Thousands brave storm for climate marches around Ireland

About 5,000 people march through Dublin to pressure leaders ahead of COP21 summit

About 5,000 people marched in a good-natured but determined fashion through Dublin on Sunday in a bid to put pressure on the Government and world leaders ahead of the COP21 climate change summit in Paris.

Hundreds of people joined other marches in Belfast, Cork and Galway as part of a global day of action.

The Dublin march was organised by Stop Climate Chaos - a coalition of 28 organisations including Friends of the Earth, Oxfam and Trócaire - and the crowds braved some harsh and stormy conditions to make their presence felt as they made their way from Custom House Quay to Dáil Éireann.

The march was led by a dozen or so members of the Dublin Cycling Campaign. Just before it got under way, a coal-burning steam train thundered over the protesters on the Loop Line Bridge - to hoots of derision from the crowd.


“I’m here for my little boy,” said broadcaster Jonathan McCrea, nodding in the direction of his four-year-old son sitting on a bench waiting for the march to start.

“I turn 40 next year and when he turns 40 the world will be a much different place. There is very little I can do. I feel useless - but at least by marching we can show our Government this is an issue we care about.”

Green Party leader Eamon Ryan said climate change was an issue the Government "doesn't care about" . He accused the Coalition of "shaming our country" and paying lip service to the will of the people who want real action to be taken to curb emissions.

"I think there will be a deal in Paris," he said. "Everyone is moving in the right direction in lowering their emissions, except us. Ours are actually increasing. We are becoming a pariah in Europe. "

Friends of the Earth director Oisin Coghlan was similarly scathing of the official response to the climate change crisis, but not as upbeat as Mr Ryan about the prospects of a deal being struck in Paris.

He said people had come onto the streets of cities all over the world because they “no longer trust our leaders to grasp the urgency of climate change or the opportunities of action”.

He told the crowd that the central issue was “our future, us, our friends and family, and the human family around the world, where climate change is already intensifying storms, floods and droughts, undermining livelihoods, exacerbating conflict and creating refugees”.


In Cork, a teenager who won the BT Young Scientist of the year competition for her research on solving the global food crisis was among close to 400 people who attended the climate change rally in Cork city centre on Sunday.

Sophie Healy Thow (17) from Kinsale, Co Cork, who was named by Time magazine as one the most influential teenagers in the world, said it was important to build momentum prior to the meeting in Paris.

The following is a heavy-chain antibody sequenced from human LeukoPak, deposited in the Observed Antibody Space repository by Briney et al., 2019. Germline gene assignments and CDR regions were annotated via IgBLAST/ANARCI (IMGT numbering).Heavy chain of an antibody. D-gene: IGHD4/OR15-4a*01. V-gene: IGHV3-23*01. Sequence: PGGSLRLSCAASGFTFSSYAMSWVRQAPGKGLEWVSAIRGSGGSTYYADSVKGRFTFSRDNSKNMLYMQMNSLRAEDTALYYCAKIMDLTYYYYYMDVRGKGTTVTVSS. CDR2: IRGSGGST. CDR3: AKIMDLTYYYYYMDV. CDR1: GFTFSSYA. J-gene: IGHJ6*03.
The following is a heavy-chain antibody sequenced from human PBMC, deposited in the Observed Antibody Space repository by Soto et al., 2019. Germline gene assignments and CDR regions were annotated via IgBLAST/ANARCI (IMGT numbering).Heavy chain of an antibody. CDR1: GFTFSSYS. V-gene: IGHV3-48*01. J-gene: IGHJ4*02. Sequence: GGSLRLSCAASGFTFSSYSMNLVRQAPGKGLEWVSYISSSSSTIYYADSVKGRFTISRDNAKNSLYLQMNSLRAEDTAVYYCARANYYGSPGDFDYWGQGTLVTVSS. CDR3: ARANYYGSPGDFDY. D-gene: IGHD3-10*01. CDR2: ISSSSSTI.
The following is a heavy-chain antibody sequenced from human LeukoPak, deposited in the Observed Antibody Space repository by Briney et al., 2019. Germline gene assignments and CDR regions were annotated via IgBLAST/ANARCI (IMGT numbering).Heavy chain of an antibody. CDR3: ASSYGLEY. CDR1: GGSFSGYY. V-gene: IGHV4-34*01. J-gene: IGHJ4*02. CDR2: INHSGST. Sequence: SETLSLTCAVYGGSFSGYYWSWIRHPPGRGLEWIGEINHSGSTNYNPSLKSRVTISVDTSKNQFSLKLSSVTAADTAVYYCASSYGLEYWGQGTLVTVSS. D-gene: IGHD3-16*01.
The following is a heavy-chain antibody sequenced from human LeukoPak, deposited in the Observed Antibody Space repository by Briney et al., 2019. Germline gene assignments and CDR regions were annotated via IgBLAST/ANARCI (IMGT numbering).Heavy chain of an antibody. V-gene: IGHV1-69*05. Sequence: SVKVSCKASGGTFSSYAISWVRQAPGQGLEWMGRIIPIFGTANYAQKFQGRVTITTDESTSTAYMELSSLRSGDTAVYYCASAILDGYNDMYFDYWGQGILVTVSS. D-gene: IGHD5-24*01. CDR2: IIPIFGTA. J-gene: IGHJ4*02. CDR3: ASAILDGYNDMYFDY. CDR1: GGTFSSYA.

“My particular area of interest is food security. To make sure the world is food secure, we need 50 per cent more food by 2015 - and that is a crazy amount.

“We need everybody to get together to achieve these goals,” she said.

Attendees at the rally on Grand Parade held placards with slogans such as System Change not Climate Change, Keep Fossil Fuels in the Ground and There is No Planet B.

Organisers and supporters of the march in Cork included Cork Environmental Forum, Trócaire, the Social Health & Education Project, People’s Climate Ireland, UCC Green Campus, Transition Town Kinsale and UCC Environmental Society. There was also a strong turnout from members of the Quaker movement.


In Belfast, the threat of Storm Clodagh was not enough to keep about 300 protesters from gathering at Writers’ Square.

Amandine Chesnel (8), from Belfast, was among the young activists. Carrying an Act Now - There Is No Plan B banner made with the help of friends, she explained her motivation for joining the day of action. “I don’t think that the world should be overheating,” she said.

Demonstration organiser Niall Bakewell, from Friends of the Earth, said: “It is a very important gathering of world leaders and we need around the world to give a message that they now are running out of time to get the right deal.”

Green Party leader in Northern Ireland, Steven Agnew MLA, said Stormont had a responsibility to take part in the international effort to tackle climate change.

“We have had mixed messages from the government in terms of investment in renewables, and that is disincentivising investment - but there are real actions we can take.

“We have got fantastic wind, wave and tidal power, we can retrofit our housing and really make a difference for people’s lives in Northern Ireland and climate change globally.”


In Galway, several hundred people including performers and drummers braved heavy downpours of rain and a southwesterly gale to take part in Sunday’s Carnival for the Climate.

Chanting reworked lyrics to the tune of the Italian civil war anthem Bella Ciao, the participants set off from Eyre Square to the Spanish Arch.

The event was organised by Transition Galway, and was supported by representatives of a number of groups including NUI Galway’s Irish Centre for Human Rights and Amnesty International.